There’s nothing sweeter than hearing your little one say their first precious words. Those first little words are usually followed by more words and then, eventually, by complete sentences. Before you know it, you’re listening to an entire story about who took whose ball at playtime and who sat next to who at lunch. But for many parents, those first sweet words aren’t spoken on time or even at all, causing parents to worry that their child may be experiencing a problem with their speech development. In fact, according to the National Institutes of Health, nearly 1 in 12 (7.7 percent) of U.S. children ages 3 to 17 has had a disorder related to voice, speech, language, or swallowing in the past 12 months alone. So how do you know if your child is just developing a little slower and will catch up in time or if there’s something more going on? Let’s take a closer look at speech disorders and where you can go for help.
Parents should begin to look for signs of a speech problem around 12 months of age, says Crystal L. Kinder, MA CCC-SLP, a Speech-Language Pathologist in Virginia. During a baby’s first year, their speech and language development can vary as they explore and grow. Some little ones may be focused on learning new physical skills and less interested in language skills, while others may develop language at a faster rate than their physical skills. Normal speech development during the first year includes crying at birth, learning to change their cry for different needs and babbling and cooing as they begin to grow. This baby talk is followed by the imitation of speech and expression and then finally actual spoken words. “Signs there may be a problem include if a child does not babble or use jargon, makes only a few sounds, or says fewer than 50 words by age 2 or isn’t able to put two words together around age 2,” says Kinder. Other clues that may point to an issue are if your child “says p,b,m,h incorrectly at an early age, produces speech that is unintelligible, leaves off the beginning, medial, or ending sound of words,” says Kinder. Noticing these signs at an early age can mean intervention at the earliest time possible which can lead to better results for your child’s development. Keep in mind, however, that “not all speech sounds are expected to correct at an early age,” says Kinder. “Certain sounds develop later than others.”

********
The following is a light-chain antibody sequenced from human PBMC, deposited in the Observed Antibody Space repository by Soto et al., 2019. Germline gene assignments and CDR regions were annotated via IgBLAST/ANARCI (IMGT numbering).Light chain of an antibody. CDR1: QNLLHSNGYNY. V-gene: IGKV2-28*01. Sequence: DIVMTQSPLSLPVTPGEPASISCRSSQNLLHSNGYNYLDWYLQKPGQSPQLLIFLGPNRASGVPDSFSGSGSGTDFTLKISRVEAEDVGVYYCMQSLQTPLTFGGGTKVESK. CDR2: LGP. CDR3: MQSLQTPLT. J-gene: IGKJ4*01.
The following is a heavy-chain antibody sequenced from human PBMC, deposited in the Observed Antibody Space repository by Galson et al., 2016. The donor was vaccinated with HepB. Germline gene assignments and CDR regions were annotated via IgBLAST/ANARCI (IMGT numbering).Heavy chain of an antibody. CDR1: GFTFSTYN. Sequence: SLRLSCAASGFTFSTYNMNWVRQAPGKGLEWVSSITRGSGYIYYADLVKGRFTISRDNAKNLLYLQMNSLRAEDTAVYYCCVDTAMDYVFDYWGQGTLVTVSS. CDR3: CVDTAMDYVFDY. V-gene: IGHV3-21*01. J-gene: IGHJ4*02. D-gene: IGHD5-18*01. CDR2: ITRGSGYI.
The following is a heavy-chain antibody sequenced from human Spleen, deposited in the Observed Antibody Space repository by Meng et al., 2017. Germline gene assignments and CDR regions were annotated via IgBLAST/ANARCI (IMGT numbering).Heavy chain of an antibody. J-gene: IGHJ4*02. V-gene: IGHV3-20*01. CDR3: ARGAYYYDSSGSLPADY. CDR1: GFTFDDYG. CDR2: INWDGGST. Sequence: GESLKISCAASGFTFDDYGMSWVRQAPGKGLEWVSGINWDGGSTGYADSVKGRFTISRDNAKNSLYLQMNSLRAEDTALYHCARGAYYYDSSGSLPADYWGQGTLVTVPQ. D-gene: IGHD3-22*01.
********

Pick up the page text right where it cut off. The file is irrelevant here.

Not all speech issues are created equal. Speech disorders affect the sounds produced orally by the mechanics of the mouth, including the movement of the lips, tongue and vocal cords, as well as, other oral mechanisms. Language disorders refer to the ability to process and communicate thoughts and memories in language form, as well as, listen and understand what others are saying. Thus, children with speech disorders may have a hard time making sounds and children with language disorders may have trouble understanding what is being said to them. These disorders can occur separately or together. Another reason for speech difficulty is a hearing loss which can delay speech development. Certain speech disorders include stuttering, omissions, and distortions of words, oral apraxia which is a speech disorder where a child may have a hard time moving the tongue and lips and coordinating making sounds at the same time. Dysarthria is also a speech disorder where the muscles have poor movement due to weakness or paralysis. A child may also have a hard time with their voice, known as phonation disorders or resonance disorders, which involve trouble with how the voice changes as it travels over the vocal chords and out of the mouth.